If You Immigrate To Quebec (4/10)

The Canadian Parliament In Ottawa

The Canadian Parliament In Ottawa

Welcome to my new series, “How to immigrate to Canada“!

I recently received quite a lot of emails, asking me questions about the immigration process. So I decided to explain the whole process in 10 posts, which will be published every Saturday.

I also encourage you to ask any question you may have. I’m not an immigration consultant, but from experience, I may be able to point you to the right direction!

In the series, we will see the different options you have to come to Canada, as well as your rights and duties as a Permanent Resident, what happens after you arrive etc.

In the last two articles, I reviewed the two most common ways to immigrate to Canada: through the skilled worker category, and through the sponsorship category. But what if you want to settle in Quebec? Things are a little bit different.

Quebec is a province of Canada. As such, it shares immigration laws with the federal government of Canada. However, the province signed an immigration accord with Canada. Quebec is responsible for selecting the workers wishing to settle in Quebec, to achieve certain immigration objectives. But the federal government of Canada is still responsible for admitting the immigrants.

So what does it mean for a prospective immigrant who wishes to settle in Quebec?

It means that as a prospective permanent resident in Quebec, you will have to follow two major steps:

  • Being selected by the provincial government of Quebec. Your educational and work backgrounds will be assessed, as well as your ability to integrate into Quebec. You will need to apply for and obtain a CSQ.
  • Being accepted by the federal government of Canada. It is responsible for your medical examination and your security check. It will grant you permanent residence if you are successful.

If you apply in the skilled worker category and wish to settle in Quebec

The first thing you need to know is that Quebec is different than the other provinces. The most obvious difference is linguistic in nature: the official language in Quebec is French, not English and French. The population is 80% francophone, and even though they are some English communities, the importance given to French is huge.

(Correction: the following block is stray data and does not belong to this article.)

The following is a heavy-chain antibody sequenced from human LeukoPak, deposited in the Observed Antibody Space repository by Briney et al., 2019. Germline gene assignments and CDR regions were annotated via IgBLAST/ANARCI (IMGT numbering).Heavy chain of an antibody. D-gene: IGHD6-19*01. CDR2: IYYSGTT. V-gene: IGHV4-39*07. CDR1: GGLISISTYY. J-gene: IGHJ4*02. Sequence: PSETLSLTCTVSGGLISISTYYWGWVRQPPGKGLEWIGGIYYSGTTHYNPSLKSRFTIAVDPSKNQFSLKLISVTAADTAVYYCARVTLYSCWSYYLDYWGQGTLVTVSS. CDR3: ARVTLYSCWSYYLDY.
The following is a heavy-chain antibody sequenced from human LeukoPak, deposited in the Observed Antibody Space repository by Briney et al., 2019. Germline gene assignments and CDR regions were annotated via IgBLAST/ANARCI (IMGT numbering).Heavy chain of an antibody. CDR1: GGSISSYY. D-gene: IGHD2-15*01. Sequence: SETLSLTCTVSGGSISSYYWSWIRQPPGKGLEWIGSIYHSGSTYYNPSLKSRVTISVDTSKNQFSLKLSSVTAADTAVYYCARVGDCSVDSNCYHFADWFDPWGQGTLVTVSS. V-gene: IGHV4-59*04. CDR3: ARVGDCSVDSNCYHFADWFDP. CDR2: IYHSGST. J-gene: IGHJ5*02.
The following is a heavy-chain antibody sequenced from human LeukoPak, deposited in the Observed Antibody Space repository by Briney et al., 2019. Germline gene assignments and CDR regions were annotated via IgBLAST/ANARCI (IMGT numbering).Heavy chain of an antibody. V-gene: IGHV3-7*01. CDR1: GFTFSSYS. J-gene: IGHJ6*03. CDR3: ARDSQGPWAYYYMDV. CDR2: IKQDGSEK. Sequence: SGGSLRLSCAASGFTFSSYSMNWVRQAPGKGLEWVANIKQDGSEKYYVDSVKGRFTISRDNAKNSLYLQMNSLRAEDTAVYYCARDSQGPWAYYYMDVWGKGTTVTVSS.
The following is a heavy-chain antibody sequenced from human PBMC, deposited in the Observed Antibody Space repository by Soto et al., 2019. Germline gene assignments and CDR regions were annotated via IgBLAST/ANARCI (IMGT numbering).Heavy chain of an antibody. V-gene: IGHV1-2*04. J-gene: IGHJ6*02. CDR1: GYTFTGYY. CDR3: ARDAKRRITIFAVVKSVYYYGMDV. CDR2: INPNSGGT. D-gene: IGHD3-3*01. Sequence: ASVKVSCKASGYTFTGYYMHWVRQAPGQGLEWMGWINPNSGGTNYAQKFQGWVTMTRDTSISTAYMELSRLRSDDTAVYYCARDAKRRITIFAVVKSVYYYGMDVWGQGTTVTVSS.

The government of Quebec emphasizes the fact that the province has a very distinct culture. Indeed, you need to research the specific of Quebec before you consider settling there.

You may want to start with a general idea of Quebec’s core values. Don’t forget to research the job market: Canadian laws may be different in Quebec, where certain professions and trades are regulated, which means your credentials may not be recognized. Finally, get the facts about daily life in Quebec.

The importance of French cannot be stressed enough, as it is both a practical and a political issue. You may need to speak both French and English in some positions, but knowledge of French is almost a pre-requisite. Quebec also has language-laws requiring kids to attend school in French in most cases. Politically speaking, let’s just say it’s a touchy issue…

Like if you were settling in other provinces, you need to be selected as a skilled worker. There are also a certain number of criteria and a pass mark. You can evaluate your chances of being selected online for free, with the Preliminary Evaluation for Immigration.